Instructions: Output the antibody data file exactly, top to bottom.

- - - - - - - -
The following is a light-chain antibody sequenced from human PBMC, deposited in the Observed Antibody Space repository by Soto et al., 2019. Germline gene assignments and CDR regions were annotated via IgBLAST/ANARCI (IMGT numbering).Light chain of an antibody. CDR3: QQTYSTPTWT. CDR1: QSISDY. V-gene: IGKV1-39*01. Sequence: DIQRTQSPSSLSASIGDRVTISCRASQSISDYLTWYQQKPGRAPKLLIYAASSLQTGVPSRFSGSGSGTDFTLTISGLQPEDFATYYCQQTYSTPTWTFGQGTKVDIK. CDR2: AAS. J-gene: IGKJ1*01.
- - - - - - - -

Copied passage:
The following is a light-chain antibody sequenced from human PBMC, deposited in the Observed Antibody Space repository by Soto et al., 2019. Germline gene assignments and CDR regions were annotated via IgBLAST/ANARCI (IMGT numbering).Light chain of an antibody. CDR3: QQTYSTPTWT. CDR1: QSISDY. V-gene: IGKV1-39*01. Sequence: DIQRTQSPSSLSASIGDRVTISCRASQSISDYLTWYQQKPGRAPKLLIYAASSLQTGVPSRFSGSGSGTDFTLTISGLQPEDFATYYCQQTYSTPTWTFGQGTKVDIK. CDR2: AAS. J-gene: IGKJ1*01.